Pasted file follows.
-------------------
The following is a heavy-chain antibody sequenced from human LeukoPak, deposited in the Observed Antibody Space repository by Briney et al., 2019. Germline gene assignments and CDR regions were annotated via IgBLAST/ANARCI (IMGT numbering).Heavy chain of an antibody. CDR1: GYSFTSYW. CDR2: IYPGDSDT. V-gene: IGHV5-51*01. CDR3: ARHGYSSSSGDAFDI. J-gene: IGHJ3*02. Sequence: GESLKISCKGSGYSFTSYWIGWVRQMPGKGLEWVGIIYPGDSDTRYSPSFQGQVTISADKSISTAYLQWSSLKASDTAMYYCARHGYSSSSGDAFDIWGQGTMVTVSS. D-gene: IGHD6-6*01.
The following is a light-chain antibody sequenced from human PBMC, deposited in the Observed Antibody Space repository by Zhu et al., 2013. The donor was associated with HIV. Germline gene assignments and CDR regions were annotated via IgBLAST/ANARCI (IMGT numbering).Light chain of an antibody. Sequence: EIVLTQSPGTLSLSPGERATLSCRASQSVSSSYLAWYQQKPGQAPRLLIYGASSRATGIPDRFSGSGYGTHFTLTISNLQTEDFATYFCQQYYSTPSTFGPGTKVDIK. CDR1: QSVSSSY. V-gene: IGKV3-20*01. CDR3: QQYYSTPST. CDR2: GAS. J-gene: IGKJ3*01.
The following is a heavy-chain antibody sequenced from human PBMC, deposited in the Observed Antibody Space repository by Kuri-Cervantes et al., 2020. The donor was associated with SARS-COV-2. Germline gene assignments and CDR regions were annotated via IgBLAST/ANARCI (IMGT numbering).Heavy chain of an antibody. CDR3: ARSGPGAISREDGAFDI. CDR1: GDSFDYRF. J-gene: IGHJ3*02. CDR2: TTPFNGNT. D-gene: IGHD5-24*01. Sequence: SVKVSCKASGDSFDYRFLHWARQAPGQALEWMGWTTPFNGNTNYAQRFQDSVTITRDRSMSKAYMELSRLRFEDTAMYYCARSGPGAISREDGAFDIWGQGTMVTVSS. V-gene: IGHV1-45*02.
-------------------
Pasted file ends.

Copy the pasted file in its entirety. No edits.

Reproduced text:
The following is a heavy-chain antibody sequenced from human LeukoPak, deposited in the Observed Antibody Space repository by Briney et al., 2019. Germline gene assignments and CDR regions were annotated via IgBLAST/ANARCI (IMGT numbering).Heavy chain of an antibody. CDR1: GYSFTSYW. CDR2: IYPGDSDT. V-gene: IGHV5-51*01. CDR3: ARHGYSSSSGDAFDI. J-gene: IGHJ3*02. Sequence: GESLKISCKGSGYSFTSYWIGWVRQMPGKGLEWVGIIYPGDSDTRYSPSFQGQVTISADKSISTAYLQWSSLKASDTAMYYCARHGYSSSSGDAFDIWGQGTMVTVSS. D-gene: IGHD6-6*01.
The following is a light-chain antibody sequenced from human PBMC, deposited in the Observed Antibody Space repository by Zhu et al., 2013. The donor was associated with HIV. Germline gene assignments and CDR regions were annotated via IgBLAST/ANARCI (IMGT numbering).Light chain of an antibody. Sequence: EIVLTQSPGTLSLSPGERATLSCRASQSVSSSYLAWYQQKPGQAPRLLIYGASSRATGIPDRFSGSGYGTHFTLTISNLQTEDFATYFCQQYYSTPSTFGPGTKVDIK. CDR1: QSVSSSY. V-gene: IGKV3-20*01. CDR3: QQYYSTPST. CDR2: GAS. J-gene: IGKJ3*01.
The following is a heavy-chain antibody sequenced from human PBMC, deposited in the Observed Antibody Space repository by Kuri-Cervantes et al., 2020. The donor was associated with SARS-COV-2. Germline gene assignments and CDR regions were annotated via IgBLAST/ANARCI (IMGT numbering).Heavy chain of an antibody. CDR3: ARSGPGAISREDGAFDI. CDR1: GDSFDYRF. J-gene: IGHJ3*02. CDR2: TTPFNGNT. D-gene: IGHD5-24*01. Sequence: SVKVSCKASGDSFDYRFLHWARQAPGQALEWMGWTTPFNGNTNYAQRFQDSVTITRDRSMSKAYMELSRLRFEDTAMYYCARSGPGAISREDGAFDIWGQGTMVTVSS. V-gene: IGHV1-45*02.